Blue Bomber Report Record: 3–15–0

Winnipeg Free Press - PRINT EDITION

Perfect likeness

2011 Bombers cut from same Blue and Gold cloth as 1990 Grey Cup champs

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Stop me if any of this sounds familiar:

A football team with an unbelievable defence but a so-so offence overcomes its own imbalances -- and the collected wisdom of the brain trust that passes for the sporting media in this country -- to finish first in the CFL East Division.

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Their quarterback is both lovable and tough-as-nails -- and the guys would go through walls for him -- but he puts up very modest numbers and could best be described as a blue-collar guy.

The defence is near the top of the league in many major categories and the secondary is phenomenal; the offence is near the bottom in many major categories but gets by on opportunism and a couple of big-play guys.

Basically, they're a lopsided team trying to prove that not only does defence win championships, if the defence is good enough it can almost single-handedly win a championship.

They host the East Division Final, despite having lost two of their final three regular-season games. The contest is played on frigid and frozen turf, it's a defensive struggle and they win the low-scoring game to advance to play the following weekend in the Grey Cup at BC Place in Vancouver.

They are big underdogs heading into the big game -- and not many are giving them much of a chance against a much more well-rounded opponent led by a talented young quarterback who puts up a lot of points on the scoreboard and has proven himself to be the most valuable player in the league.

So what's the party trick?

The trick, as most diehard Bomber fans know, is that everything you just read was a description of the 1990 Bombers team. And if all that strikes you as remarkably similar to the 2011 Bombers, you'd better hope that is true right through to Sunday night.

Because history has recorded that the rag-tag bunch that was the 1990 Bombers went into B.C. Place and hung a 50-11 shellacking around the neck of the Edmonton Eskimos and their quarterback Tracy Ham, stunning just about everyone in the process but themselves and the football diehards in this town.

Defensive back Rod Hill famously hoisted the Grey Cup at centre field at B.C. Place -- and to this day, that moment remains the last time a member of the Winnipeg Blue Bombers raised Earl Grey's trophy in triumph.

The parallels to that 1990 team and the one that advanced to this year's Grey Cup with a win over Hamilton at Canad Inns Stadium on Sunday could not be more striking. Substitute QB Tom Burgess for Buck Pierce. Substitute big-play guys Perry Tuttle and James Murphy for Clarence Denmark and Terrence Edwards. Robert Mimbs is Chris Garrett. Less Browne is Jonathan Hefney. Greg Battle, that year's outstanding defensive player, is Jovon Johnson, this year's outstanding defensive player nominee.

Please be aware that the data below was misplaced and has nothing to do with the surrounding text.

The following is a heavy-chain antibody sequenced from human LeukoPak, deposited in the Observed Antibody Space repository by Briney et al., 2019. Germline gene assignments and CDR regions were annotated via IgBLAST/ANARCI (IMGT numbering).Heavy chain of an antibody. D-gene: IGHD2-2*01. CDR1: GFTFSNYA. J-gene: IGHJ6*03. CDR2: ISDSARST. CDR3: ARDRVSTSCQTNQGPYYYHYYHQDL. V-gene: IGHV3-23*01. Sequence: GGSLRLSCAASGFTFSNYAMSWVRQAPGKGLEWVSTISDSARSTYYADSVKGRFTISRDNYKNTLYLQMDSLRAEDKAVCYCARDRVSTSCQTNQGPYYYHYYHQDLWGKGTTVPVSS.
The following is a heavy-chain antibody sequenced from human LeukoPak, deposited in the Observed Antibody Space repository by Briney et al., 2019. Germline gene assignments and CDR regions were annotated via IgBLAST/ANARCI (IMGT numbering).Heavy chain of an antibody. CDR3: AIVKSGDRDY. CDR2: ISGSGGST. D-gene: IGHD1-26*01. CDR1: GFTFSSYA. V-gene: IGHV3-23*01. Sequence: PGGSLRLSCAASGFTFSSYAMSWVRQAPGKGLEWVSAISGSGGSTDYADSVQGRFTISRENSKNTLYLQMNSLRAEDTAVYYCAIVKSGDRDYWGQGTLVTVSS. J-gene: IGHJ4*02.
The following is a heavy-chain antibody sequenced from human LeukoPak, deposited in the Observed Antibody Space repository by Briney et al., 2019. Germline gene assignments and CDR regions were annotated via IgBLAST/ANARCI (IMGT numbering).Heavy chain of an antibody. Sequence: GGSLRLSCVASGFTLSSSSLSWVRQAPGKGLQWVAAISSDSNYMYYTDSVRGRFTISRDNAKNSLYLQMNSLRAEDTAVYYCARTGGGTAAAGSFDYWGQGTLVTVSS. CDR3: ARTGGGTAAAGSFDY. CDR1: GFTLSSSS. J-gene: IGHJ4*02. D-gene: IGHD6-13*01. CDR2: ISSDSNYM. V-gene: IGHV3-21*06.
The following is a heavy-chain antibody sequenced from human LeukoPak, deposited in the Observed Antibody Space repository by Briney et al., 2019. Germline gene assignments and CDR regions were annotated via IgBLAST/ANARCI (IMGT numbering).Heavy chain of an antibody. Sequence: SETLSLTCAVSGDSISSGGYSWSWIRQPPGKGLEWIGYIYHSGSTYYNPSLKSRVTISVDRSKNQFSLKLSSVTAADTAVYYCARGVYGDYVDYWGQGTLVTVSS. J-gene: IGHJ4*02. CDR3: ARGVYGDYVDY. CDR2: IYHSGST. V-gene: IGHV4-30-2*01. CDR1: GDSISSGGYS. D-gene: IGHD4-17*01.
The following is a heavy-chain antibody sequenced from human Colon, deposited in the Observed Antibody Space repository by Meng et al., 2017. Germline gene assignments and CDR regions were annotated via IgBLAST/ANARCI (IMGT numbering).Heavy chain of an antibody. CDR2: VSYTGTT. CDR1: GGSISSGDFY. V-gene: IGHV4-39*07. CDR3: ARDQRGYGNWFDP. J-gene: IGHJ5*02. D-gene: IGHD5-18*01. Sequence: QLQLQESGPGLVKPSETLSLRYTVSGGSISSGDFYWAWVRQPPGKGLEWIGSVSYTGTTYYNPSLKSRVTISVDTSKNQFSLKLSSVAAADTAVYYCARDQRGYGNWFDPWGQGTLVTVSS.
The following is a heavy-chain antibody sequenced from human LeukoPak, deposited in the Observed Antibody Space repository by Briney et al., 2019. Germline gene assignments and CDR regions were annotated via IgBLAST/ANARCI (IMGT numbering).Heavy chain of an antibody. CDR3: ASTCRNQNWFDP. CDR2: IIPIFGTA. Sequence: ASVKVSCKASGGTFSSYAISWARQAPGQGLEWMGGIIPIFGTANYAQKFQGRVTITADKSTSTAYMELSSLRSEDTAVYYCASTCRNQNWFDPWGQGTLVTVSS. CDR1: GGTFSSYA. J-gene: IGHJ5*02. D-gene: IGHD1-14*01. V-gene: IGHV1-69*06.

And while there are some who might balk at the mere suggestion, Mike Riley becomes Paul LaPolice. (And before you get all superior, consider this: Riley was named coach of the year in 1990 for his job with that squad -- and it says here that is precisely the same honour LaPolice is going to win for his job with this team.)

And so in a coming week of all kinds of compelling storylines, how about one last one to cap it all off Sunday night: a near photo-replica of that 1990 Winnipeg team raising the Grey Cup up to the dome at BC Place once again -- bookends of two Canadian football championships for Winnipeg, 21 years apart.

There are striking parallels between the Winnipeg Blue Bombers team that will play in BC Place this Sunday for the Grey Cup and the 1990 Bombers team that won Winnipeg its last Grey Cup in that same venue.

Here's a sampling:

--The outstanding defensive player of the year in 1990 was Bombers LB Greg Battle; this year, CB Jovon Johnson is nominated for the same award and will find out on Thursday if he wins.

--The Bombers opponent in 1990, the Edmonton Eskimos, were led by a quarterback, Tracy Ham, who had won the league's Most Outstanding Player award the year before; the Bombers opponent this year, the B.C. Lions, are led by a quarterback, Travis Lulay, who will almost certainly win the Most Outstanding Player award this year.

--The Bombers starting quarterback in 1990, Tom Burgess, had very uninspiring regular-season numbers, passing for just 3,658 yards and throwing more interceptions -- 27 -- than touchdowns -- 25; The Bombers starting quarterback this year, Buck Pierce, had very uninspiring regular-season numbers, passing for just 3,348 yards and throwing more interceptions -- 18 -- than touchdowns -- 14.

--The 1990 Bombers limped into the post-season, having lost two of their last three games; the 2011 Bombers limped into the post-season, having lost two of their last three games.


Here's a more precise statistical breakdown, with the league rankings in parentheses, illustrating just how much defence dominated over offence on both the 1990 and 2011 Bombers squads:

Category 1990 2011

Points For per game 26.2 (8th) 24.0 (5th)

Points Against per game 22.1 (1st) 24.0 (3rd)

Net offence for per game 363.6 (6th) 341.6 (5th)

Net offence against per game 334.8 (1st) 301.1 (1st)

Passing yards for per game 274.2 (6th) 249.7 (7th)

Passing yards against per game 257.6 (1st) 223.1 (1st)

Rushing yards for per game 107.6 (5th) 110.4 (4th)

Rushing yards against per game 104.6 (2nd) 101.2 (3rd)

Turnover ratio Plus-20 (1st) Plus-12 (2nd)

Turnovers forced 89 (1st) 54 (1st)

Republished from the Winnipeg Free Press print edition November 22, 2011 D1

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